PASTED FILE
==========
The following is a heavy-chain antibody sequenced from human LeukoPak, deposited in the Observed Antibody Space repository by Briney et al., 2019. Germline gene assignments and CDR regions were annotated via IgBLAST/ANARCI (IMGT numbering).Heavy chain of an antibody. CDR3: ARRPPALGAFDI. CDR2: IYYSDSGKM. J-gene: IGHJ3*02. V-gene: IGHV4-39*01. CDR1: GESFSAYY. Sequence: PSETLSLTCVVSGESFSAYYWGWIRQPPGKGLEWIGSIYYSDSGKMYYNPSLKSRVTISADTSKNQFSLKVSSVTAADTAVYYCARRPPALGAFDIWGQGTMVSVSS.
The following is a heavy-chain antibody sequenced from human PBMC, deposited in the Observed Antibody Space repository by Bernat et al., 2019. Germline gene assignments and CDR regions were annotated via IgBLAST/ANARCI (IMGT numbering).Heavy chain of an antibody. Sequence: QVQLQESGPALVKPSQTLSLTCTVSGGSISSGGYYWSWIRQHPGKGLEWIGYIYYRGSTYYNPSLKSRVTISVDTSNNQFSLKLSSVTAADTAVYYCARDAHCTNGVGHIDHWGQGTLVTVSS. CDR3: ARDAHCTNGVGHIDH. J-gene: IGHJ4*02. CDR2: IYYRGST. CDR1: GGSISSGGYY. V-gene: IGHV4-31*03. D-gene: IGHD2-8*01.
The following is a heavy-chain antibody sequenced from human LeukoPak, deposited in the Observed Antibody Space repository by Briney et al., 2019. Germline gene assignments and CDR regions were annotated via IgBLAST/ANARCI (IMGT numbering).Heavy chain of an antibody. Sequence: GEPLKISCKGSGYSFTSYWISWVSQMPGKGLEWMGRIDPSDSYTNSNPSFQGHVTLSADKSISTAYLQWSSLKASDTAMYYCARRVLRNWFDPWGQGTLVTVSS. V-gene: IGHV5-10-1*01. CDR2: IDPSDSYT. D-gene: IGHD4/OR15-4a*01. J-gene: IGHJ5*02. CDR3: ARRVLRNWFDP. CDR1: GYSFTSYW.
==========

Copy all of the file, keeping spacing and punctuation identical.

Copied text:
The following is a heavy-chain antibody sequenced from human LeukoPak, deposited in the Observed Antibody Space repository by Briney et al., 2019. Germline gene assignments and CDR regions were annotated via IgBLAST/ANARCI (IMGT numbering).Heavy chain of an antibody. CDR3: ARRPPALGAFDI. CDR2: IYYSDSGKM. J-gene: IGHJ3*02. V-gene: IGHV4-39*01. CDR1: GESFSAYY. Sequence: PSETLSLTCVVSGESFSAYYWGWIRQPPGKGLEWIGSIYYSDSGKMYYNPSLKSRVTISADTSKNQFSLKVSSVTAADTAVYYCARRPPALGAFDIWGQGTMVSVSS.
The following is a heavy-chain antibody sequenced from human PBMC, deposited in the Observed Antibody Space repository by Bernat et al., 2019. Germline gene assignments and CDR regions were annotated via IgBLAST/ANARCI (IMGT numbering).Heavy chain of an antibody. Sequence: QVQLQESGPALVKPSQTLSLTCTVSGGSISSGGYYWSWIRQHPGKGLEWIGYIYYRGSTYYNPSLKSRVTISVDTSNNQFSLKLSSVTAADTAVYYCARDAHCTNGVGHIDHWGQGTLVTVSS. CDR3: ARDAHCTNGVGHIDH. J-gene: IGHJ4*02. CDR2: IYYRGST. CDR1: GGSISSGGYY. V-gene: IGHV4-31*03. D-gene: IGHD2-8*01.
The following is a heavy-chain antibody sequenced from human LeukoPak, deposited in the Observed Antibody Space repository by Briney et al., 2019. Germline gene assignments and CDR regions were annotated via IgBLAST/ANARCI (IMGT numbering).Heavy chain of an antibody. Sequence: GEPLKISCKGSGYSFTSYWISWVSQMPGKGLEWMGRIDPSDSYTNSNPSFQGHVTLSADKSISTAYLQWSSLKASDTAMYYCARRVLRNWFDPWGQGTLVTVSS. V-gene: IGHV5-10-1*01. CDR2: IDPSDSYT. D-gene: IGHD4/OR15-4a*01. J-gene: IGHJ5*02. CDR3: ARRVLRNWFDP. CDR1: GYSFTSYW.